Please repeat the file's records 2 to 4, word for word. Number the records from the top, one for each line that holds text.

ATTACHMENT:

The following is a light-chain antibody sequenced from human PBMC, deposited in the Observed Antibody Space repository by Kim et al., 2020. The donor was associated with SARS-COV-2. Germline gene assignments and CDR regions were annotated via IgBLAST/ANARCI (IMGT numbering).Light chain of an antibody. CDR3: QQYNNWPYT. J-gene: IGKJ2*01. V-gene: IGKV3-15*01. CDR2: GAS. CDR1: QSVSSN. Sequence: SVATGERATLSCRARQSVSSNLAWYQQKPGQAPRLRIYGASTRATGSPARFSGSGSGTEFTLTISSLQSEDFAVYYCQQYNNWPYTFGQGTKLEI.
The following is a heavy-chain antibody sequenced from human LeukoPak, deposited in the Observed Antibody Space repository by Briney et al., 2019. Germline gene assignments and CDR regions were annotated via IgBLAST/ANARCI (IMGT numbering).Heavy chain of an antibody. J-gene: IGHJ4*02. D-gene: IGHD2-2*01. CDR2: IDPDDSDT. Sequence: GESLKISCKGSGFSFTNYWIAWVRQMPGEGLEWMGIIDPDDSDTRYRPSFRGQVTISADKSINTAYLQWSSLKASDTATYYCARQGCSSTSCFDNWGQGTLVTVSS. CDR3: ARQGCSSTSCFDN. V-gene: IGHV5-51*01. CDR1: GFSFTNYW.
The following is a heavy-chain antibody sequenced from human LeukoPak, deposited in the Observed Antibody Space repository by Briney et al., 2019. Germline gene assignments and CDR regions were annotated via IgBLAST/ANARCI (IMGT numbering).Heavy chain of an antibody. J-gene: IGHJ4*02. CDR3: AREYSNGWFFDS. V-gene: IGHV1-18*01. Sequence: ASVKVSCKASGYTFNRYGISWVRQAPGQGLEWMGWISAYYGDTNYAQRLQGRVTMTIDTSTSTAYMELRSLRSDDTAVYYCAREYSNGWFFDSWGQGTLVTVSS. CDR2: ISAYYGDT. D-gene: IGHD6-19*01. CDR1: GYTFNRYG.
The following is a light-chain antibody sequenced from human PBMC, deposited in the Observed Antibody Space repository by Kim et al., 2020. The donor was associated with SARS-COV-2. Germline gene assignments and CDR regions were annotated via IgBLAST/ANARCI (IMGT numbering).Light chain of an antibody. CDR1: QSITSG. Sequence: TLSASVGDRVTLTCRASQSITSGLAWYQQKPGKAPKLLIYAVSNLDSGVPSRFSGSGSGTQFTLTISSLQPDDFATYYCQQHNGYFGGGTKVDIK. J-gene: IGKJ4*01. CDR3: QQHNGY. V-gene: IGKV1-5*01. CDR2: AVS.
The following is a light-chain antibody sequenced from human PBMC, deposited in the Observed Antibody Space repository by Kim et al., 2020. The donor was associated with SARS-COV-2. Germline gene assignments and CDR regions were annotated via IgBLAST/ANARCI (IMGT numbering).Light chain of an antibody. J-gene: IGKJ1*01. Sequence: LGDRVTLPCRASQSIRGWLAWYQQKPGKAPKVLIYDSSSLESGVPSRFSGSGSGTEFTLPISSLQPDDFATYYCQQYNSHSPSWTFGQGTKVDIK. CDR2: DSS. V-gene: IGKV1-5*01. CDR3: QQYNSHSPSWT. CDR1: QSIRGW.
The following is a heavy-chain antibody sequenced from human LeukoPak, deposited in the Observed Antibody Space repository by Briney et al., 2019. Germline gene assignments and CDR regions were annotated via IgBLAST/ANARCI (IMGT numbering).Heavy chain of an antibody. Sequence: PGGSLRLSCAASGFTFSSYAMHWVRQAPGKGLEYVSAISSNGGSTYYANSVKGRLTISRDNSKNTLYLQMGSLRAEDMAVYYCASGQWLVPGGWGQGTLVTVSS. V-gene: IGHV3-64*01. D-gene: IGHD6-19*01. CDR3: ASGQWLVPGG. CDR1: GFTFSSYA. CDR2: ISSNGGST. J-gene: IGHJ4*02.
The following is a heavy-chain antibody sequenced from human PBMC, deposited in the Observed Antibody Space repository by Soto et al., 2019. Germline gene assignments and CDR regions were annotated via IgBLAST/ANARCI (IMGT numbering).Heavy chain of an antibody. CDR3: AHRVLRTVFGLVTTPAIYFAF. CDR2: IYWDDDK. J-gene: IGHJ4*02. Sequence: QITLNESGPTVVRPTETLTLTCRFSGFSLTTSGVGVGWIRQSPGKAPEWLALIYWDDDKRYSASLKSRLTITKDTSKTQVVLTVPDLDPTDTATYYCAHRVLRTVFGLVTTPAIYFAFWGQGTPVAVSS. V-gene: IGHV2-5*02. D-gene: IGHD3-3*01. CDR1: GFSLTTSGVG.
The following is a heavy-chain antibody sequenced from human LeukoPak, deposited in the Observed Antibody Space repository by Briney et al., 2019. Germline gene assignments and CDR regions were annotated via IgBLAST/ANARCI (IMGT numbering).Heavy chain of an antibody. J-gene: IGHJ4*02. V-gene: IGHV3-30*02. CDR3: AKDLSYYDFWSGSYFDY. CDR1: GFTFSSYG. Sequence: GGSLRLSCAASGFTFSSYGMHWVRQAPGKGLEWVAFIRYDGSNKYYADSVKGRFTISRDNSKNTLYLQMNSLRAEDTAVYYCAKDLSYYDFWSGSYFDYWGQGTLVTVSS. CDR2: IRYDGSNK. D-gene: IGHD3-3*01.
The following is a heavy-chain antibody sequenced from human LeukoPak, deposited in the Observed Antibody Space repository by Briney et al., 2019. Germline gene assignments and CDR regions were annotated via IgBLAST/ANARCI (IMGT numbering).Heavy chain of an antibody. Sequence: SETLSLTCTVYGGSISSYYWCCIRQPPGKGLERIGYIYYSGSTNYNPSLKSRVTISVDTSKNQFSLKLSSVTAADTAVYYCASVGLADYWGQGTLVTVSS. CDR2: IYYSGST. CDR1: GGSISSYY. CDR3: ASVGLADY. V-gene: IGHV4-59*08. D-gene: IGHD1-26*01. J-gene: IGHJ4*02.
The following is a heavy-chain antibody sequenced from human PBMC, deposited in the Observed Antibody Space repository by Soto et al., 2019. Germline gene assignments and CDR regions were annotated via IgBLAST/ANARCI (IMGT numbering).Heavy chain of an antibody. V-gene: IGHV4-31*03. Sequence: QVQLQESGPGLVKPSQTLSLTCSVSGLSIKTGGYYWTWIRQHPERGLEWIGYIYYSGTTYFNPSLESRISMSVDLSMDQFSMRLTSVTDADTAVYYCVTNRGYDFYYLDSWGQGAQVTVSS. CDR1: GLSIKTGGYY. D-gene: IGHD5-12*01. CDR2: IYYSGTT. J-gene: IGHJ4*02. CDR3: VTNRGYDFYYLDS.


The following is a heavy-chain antibody sequenced from human LeukoPak, deposited in the Observed Antibody Space repository by Briney et al., 2019. Germline gene assignments and CDR regions were annotated via IgBLAST/ANARCI (IMGT numbering).Heavy chain of an antibody. J-gene: IGHJ4*02. D-gene: IGHD2-2*01. CDR2: IDPDDSDT. Sequence: GESLKISCKGSGFSFTNYWIAWVRQMPGEGLEWMGIIDPDDSDTRYRPSFRGQVTISADKSINTAYLQWSSLKASDTATYYCARQGCSSTSCFDNWGQGTLVTVSS. CDR3: ARQGCSSTSCFDN. V-gene: IGHV5-51*01. CDR1: GFSFTNYW.
The following is a heavy-chain antibody sequenced from human LeukoPak, deposited in the Observed Antibody Space repository by Briney et al., 2019. Germline gene assignments and CDR regions were annotated via IgBLAST/ANARCI (IMGT numbering).Heavy chain of an antibody. J-gene: IGHJ4*02. CDR3: AREYSNGWFFDS. V-gene: IGHV1-18*01. Sequence: ASVKVSCKASGYTFNRYGISWVRQAPGQGLEWMGWISAYYGDTNYAQRLQGRVTMTIDTSTSTAYMELRSLRSDDTAVYYCAREYSNGWFFDSWGQGTLVTVSS. CDR2: ISAYYGDT. D-gene: IGHD6-19*01. CDR1: GYTFNRYG.
The following is a light-chain antibody sequenced from human PBMC, deposited in the Observed Antibody Space repository by Kim et al., 2020. The donor was associated with SARS-COV-2. Germline gene assignments and CDR regions were annotated via IgBLAST/ANARCI (IMGT numbering).Light chain of an antibody. CDR1: QSITSG. Sequence: TLSASVGDRVTLTCRASQSITSGLAWYQQKPGKAPKLLIYAVSNLDSGVPSRFSGSGSGTQFTLTISSLQPDDFATYYCQQHNGYFGGGTKVDIK. J-gene: IGKJ4*01. CDR3: QQHNGY. V-gene: IGKV1-5*01. CDR2: AVS.